Just a 10-minute trip from the ferry port in Meinohama sits Nokonoshima. Many people like to visit this island, which is considered part of Nishi Ward, to get out of the city and enjoy nature. Nokonoshima Island Park, on the northern side of the island, is famous for its seasonal flower fields, and the nanohana (“field mustard” in English) goes into full bloom from late February until early April. On a clear day, you can enjoy a panoramic view of Hakata Bay from Shikanoshima to Uminonakamichi beyond the bright yellow fields.
After nanohana season, you can enjoy azaleas and marigolds as well as several other spring flowers, including cherry blossoms (late March ~ early April) and colorful poppies and Livingstone daisies, which bloom until early May. With summer comes the sunflowers, followed by cosmos and daffodils in fall.
References to Nokonoshima can be found in historical records dating back to the Nara period (710-794 AD), and it is home to the Sota Tumulus Cluster, which dates back to around the 7th century. The Man’yōshū, which also dates back to the Nara period and is considered Japan’s oldest collection of poetry, contains poems written by sakimori (border guards) who lived on the island and kenshiragishi, Japanese envoys who sailed to Silla (an ancient kingdom on the Korean peninsula) via Hakata Bay. Later, the island flourished as a stopping point for large wooden cargo ships, and it was a popular deer hunting spot for the members of the Fukuoka Domain during the Edo period (1603-1868 AD). Today, you can still see remnants of the stone walls used to keep deer out of farmers’ fields, and fishing and farming are still the main industries of Nokonoshima.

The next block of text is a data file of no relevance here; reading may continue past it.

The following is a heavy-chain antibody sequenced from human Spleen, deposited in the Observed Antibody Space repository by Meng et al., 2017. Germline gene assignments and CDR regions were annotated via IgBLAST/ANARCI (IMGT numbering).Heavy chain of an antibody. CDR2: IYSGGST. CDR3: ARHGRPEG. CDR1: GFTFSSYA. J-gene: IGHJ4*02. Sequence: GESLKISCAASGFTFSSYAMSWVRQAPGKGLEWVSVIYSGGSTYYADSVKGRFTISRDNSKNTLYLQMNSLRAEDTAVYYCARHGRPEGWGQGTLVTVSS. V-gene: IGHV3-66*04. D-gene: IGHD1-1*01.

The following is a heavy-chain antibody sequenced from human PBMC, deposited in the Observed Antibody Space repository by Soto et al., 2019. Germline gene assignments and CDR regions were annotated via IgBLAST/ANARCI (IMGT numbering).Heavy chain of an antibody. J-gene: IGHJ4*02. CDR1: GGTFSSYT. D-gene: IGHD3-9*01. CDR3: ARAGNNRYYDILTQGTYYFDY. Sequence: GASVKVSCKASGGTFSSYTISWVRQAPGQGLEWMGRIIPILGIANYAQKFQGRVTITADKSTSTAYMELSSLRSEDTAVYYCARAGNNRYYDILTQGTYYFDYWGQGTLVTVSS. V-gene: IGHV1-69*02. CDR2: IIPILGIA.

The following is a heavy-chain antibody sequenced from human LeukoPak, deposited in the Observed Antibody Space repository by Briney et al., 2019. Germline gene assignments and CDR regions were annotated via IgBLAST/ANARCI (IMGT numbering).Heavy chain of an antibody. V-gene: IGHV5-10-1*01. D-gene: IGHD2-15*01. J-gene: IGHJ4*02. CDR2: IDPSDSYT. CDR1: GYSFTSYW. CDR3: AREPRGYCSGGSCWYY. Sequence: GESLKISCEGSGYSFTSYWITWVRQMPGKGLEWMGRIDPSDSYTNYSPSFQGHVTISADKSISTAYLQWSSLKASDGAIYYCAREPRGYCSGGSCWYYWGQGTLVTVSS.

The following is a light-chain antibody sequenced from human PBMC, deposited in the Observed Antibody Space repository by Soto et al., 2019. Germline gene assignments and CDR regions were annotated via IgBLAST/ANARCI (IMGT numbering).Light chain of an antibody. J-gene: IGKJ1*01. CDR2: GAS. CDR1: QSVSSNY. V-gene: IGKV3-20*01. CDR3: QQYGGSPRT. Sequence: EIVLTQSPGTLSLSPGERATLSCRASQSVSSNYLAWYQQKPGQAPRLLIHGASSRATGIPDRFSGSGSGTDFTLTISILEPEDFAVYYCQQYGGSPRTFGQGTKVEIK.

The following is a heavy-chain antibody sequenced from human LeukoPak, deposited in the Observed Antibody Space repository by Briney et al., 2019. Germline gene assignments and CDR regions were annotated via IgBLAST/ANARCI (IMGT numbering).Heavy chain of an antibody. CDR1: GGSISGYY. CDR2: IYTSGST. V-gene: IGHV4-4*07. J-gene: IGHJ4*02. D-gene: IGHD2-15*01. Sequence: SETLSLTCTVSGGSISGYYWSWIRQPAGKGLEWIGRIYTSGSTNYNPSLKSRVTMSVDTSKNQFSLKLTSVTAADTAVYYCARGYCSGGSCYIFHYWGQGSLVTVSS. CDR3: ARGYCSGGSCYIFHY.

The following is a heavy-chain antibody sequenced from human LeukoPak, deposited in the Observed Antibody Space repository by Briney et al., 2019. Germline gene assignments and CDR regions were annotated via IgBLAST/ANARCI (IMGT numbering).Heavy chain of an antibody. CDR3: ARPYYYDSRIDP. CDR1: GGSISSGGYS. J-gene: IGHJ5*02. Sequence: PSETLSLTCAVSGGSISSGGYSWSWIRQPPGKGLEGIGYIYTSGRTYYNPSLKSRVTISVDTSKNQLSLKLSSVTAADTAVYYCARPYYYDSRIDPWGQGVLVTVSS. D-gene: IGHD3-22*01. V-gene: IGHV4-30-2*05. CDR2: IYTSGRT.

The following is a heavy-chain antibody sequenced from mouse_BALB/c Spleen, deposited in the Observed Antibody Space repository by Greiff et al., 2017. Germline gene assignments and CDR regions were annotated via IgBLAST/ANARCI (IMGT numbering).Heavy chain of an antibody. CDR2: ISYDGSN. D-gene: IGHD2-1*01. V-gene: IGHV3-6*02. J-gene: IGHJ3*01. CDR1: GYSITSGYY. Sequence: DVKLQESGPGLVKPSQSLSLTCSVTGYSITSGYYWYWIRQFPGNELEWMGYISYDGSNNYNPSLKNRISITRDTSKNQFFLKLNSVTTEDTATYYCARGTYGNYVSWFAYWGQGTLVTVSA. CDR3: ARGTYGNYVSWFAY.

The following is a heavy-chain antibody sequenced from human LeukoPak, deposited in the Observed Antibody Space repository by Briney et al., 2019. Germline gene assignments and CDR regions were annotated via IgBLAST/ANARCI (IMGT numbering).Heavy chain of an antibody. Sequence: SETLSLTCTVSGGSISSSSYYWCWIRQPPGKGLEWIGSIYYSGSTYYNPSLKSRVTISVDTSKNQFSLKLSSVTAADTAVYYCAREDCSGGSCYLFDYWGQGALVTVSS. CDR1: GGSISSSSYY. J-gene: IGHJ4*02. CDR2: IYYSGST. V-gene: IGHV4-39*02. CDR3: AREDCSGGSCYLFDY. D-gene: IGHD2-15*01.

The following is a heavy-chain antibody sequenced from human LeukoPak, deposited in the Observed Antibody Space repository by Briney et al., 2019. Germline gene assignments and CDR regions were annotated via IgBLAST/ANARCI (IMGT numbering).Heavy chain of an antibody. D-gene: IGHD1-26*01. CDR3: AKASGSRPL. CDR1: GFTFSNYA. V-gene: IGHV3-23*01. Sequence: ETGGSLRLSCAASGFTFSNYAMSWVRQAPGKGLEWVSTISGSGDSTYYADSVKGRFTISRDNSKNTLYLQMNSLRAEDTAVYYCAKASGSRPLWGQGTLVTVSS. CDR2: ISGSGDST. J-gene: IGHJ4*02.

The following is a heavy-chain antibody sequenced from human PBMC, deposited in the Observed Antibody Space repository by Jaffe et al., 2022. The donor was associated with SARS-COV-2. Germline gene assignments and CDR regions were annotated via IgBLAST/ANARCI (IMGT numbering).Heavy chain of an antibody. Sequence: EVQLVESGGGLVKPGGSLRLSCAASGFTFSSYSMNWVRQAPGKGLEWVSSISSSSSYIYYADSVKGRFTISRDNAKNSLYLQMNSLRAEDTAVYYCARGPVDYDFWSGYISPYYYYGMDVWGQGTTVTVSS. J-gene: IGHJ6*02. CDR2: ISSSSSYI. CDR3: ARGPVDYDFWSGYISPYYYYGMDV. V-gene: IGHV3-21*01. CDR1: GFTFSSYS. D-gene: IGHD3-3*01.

When you visit the island, it feels like time slows down. One person who loved Nokonoshima and its laid-back vibe was the novelist and poet Kazuo Dan. He moved there in his later years and lived there until he passed away in 1976. There is a monument dedicated to him on the island, and on the third Sunday of every May, a flower-laying ceremony is held in his honor. You can also visit the Nokonoshima Museum to see a display of documents detailing the island’s history and the remains of a Noko ware kiln.
Originally published in Fukuoka Now Magazine (fn231, Mar. 2018)